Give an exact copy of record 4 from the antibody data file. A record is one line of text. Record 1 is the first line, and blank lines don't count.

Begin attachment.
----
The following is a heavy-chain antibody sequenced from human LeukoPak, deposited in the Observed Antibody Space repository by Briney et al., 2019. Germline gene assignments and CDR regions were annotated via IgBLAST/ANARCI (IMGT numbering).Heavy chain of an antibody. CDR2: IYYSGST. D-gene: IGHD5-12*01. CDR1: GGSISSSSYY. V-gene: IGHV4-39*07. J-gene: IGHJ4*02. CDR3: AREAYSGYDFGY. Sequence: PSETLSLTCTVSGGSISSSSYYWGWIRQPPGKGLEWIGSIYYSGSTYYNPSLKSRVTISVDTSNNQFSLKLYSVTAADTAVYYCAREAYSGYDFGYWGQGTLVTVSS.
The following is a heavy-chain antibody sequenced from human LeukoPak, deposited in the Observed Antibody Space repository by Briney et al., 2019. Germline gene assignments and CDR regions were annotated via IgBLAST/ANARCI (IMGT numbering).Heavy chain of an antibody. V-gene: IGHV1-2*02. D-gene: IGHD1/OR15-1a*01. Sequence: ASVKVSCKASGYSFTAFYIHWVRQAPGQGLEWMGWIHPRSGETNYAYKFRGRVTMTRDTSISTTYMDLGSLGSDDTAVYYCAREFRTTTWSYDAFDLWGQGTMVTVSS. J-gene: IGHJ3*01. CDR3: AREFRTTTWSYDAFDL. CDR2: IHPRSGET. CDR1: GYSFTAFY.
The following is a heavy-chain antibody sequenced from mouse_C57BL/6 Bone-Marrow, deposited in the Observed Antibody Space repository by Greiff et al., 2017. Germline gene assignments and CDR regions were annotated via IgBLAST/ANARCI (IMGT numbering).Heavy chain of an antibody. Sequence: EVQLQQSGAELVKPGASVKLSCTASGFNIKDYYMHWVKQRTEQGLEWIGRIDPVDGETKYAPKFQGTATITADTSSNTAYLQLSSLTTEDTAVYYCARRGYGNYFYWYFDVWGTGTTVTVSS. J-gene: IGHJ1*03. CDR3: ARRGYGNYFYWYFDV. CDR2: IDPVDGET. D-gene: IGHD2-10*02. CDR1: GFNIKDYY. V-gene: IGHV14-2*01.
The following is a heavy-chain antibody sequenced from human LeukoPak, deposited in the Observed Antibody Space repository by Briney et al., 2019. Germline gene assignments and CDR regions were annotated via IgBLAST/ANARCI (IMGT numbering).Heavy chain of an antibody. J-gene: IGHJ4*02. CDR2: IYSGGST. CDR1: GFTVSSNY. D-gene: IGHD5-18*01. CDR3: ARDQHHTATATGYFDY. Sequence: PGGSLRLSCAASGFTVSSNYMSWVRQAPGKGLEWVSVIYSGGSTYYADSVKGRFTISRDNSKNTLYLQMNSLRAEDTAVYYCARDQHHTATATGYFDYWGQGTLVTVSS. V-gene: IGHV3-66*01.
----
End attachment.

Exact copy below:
The following is a heavy-chain antibody sequenced from human LeukoPak, deposited in the Observed Antibody Space repository by Briney et al., 2019. Germline gene assignments and CDR regions were annotated via IgBLAST/ANARCI (IMGT numbering).Heavy chain of an antibody. J-gene: IGHJ4*02. CDR2: IYSGGST. CDR1: GFTVSSNY. D-gene: IGHD5-18*01. CDR3: ARDQHHTATATGYFDY. Sequence: PGGSLRLSCAASGFTVSSNYMSWVRQAPGKGLEWVSVIYSGGSTYYADSVKGRFTISRDNSKNTLYLQMNSLRAEDTAVYYCARDQHHTATATGYFDYWGQGTLVTVSS. V-gene: IGHV3-66*01.